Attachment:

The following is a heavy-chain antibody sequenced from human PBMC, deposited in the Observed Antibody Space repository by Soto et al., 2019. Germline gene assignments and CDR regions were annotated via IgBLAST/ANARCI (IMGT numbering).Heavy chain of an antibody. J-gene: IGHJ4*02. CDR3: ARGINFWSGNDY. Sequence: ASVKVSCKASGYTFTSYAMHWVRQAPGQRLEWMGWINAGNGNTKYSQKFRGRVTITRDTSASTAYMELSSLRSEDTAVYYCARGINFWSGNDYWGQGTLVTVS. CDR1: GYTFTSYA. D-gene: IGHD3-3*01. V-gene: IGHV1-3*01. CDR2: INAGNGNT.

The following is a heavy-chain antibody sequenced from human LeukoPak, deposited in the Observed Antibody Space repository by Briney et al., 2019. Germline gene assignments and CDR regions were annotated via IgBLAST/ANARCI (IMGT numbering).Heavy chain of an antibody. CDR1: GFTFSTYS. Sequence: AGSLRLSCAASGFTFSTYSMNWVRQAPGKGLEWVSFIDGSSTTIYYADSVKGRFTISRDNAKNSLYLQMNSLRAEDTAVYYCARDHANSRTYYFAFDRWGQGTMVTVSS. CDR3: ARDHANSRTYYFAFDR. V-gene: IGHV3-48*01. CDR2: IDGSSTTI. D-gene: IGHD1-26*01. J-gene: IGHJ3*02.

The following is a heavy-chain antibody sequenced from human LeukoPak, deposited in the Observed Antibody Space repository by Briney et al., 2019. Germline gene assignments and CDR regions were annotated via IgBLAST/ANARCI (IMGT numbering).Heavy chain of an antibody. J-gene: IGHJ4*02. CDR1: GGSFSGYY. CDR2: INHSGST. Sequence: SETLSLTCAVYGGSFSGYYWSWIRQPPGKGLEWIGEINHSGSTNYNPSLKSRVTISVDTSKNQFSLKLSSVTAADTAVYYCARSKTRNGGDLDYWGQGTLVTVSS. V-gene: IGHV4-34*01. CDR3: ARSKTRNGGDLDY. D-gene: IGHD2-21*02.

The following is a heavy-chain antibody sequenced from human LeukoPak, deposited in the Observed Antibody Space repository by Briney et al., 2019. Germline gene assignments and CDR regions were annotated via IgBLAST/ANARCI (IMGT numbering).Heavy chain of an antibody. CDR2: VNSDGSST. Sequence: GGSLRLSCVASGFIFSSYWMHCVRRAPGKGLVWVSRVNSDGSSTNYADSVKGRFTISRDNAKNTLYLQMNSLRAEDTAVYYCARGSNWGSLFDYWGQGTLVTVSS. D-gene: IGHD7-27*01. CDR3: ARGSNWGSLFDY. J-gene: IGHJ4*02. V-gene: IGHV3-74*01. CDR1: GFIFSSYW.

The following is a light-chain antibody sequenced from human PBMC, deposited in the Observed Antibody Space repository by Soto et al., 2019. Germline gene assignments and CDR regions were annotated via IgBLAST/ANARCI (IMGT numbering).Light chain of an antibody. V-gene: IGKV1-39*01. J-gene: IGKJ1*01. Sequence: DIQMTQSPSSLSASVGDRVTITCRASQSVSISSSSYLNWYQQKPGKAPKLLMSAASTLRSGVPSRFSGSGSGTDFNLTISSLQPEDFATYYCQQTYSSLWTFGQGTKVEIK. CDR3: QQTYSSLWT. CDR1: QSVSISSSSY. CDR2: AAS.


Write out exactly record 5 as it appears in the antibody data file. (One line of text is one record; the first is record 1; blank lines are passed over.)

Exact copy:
The following is a light-chain antibody sequenced from human PBMC, deposited in the Observed Antibody Space repository by Soto et al., 2019. Germline gene assignments and CDR regions were annotated via IgBLAST/ANARCI (IMGT numbering).Light chain of an antibody. V-gene: IGKV1-39*01. J-gene: IGKJ1*01. Sequence: DIQMTQSPSSLSASVGDRVTITCRASQSVSISSSSYLNWYQQKPGKAPKLLMSAASTLRSGVPSRFSGSGSGTDFNLTISSLQPEDFATYYCQQTYSSLWTFGQGTKVEIK. CDR3: QQTYSSLWT. CDR1: QSVSISSSSY. CDR2: AAS.